The hybrid badge has been applied to plenty of cars over the years, but few are more dramatic than the Ferrari LaFerrari--the firm's next hypercar.

The $1.34 million sold-out supercar hasn't even hit the streets yet, but as a statement of intent for hybrid technology it already speaks volumes--and the Italian marque has confirmed that more hybrid Ferraris are on the way. Electric cars aren't in Ferrari's plans, however.

"I don’t believe in the electric cars, but I strongly believe in hybrids," said Ferrari chairman Luca di Montezemolo in an interview with Bloomberg.

With hybrid technology now a valuable performance tool as well as vital for reducing the emissions of high-performance cars, there's plenty of scope for a range of hybrid-equipped Ferraris. "I want to have different Ferraris for different Ferraristi,” di Montezemolo explained.

The Ferrari chairman, who has turned the luxury brand into a company propping up 10 percent of parent Fiat's earnings in 2012, believes there's a sub-set of customers interested in hybrid technology, and Ferrari can sell those vehicles without harming its image or stepping over customer boundaries.

Electric cars might be a step too far for the brand, which trades as much on the sonorous tones of its V-8 and V-12 engines as it does styling, performance or luxury.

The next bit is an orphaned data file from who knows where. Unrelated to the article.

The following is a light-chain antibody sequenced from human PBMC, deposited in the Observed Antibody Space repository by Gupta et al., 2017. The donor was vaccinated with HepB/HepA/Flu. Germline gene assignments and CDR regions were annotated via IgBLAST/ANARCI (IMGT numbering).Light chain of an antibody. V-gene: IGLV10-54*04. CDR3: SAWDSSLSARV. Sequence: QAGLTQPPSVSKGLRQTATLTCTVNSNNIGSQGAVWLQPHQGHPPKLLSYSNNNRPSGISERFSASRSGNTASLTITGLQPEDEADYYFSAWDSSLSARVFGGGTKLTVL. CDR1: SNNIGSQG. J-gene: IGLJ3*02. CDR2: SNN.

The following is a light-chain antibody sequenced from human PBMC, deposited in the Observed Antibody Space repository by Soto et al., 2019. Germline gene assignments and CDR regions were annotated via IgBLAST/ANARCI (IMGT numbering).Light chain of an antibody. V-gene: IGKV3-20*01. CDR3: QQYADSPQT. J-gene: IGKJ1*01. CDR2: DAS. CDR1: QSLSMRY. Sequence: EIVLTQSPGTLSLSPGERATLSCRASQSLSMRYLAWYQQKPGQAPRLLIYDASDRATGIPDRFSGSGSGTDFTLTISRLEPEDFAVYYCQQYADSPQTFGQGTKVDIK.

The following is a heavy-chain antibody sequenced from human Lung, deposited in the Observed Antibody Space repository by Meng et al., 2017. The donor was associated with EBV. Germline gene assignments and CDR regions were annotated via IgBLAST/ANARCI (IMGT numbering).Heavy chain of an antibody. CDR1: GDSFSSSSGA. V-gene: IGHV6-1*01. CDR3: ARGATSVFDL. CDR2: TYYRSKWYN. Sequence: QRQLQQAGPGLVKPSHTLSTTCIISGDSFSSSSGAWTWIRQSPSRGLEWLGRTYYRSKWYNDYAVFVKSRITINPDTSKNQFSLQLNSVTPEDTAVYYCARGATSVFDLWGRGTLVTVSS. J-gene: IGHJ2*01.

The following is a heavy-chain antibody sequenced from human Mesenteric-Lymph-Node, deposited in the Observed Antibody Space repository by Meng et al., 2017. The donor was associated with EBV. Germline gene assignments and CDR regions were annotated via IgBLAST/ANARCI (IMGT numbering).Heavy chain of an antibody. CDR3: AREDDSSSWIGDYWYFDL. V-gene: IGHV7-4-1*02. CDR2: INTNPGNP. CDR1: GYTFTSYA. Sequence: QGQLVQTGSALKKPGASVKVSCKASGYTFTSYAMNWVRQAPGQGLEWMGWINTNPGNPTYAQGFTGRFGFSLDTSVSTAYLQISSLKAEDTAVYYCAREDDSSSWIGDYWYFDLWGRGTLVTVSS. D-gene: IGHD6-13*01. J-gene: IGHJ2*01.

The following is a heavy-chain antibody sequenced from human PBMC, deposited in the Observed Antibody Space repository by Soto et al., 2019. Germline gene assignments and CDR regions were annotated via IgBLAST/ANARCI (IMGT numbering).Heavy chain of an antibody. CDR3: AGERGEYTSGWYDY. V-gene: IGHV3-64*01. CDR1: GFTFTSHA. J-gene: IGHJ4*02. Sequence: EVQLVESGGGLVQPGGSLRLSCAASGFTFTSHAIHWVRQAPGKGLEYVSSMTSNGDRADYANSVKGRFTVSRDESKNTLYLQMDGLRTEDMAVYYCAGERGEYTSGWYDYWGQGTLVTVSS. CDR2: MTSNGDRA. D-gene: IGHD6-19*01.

Ferrari is one of several high-end automakers launching a hybrid supercar this year--British firm McLaren and German giant Porsche also have plug-in hypercars in the works. Of these, only Porsche has publicly explored an all-electric sports car, with 2011's Porsche Boxster E.

Sascha Gommel, an analyst with Commerzbank AG in Frankfurt, told Bloomberg why high-end hybrids are becoming popular.

“It makes sense to test new technology with luxury and high-end cars as customers tend to be less price sensitive, and more willing to pay for additional technology." Gommel adds that many are also seeing the benefits of electric motors for performance reasons.

di Montezemolo's comments echo those from a few years back, suggesting he's unlikely to move on his electric car stance any time soon. And some might argue that the 7,000-or-so cars Ferrari sells each year don't make much difference in the grand scheme of things anyway.

But the hybridization of Ferrari's range seems to be the ideal scenario for both green types and performance enthusiasts alike.


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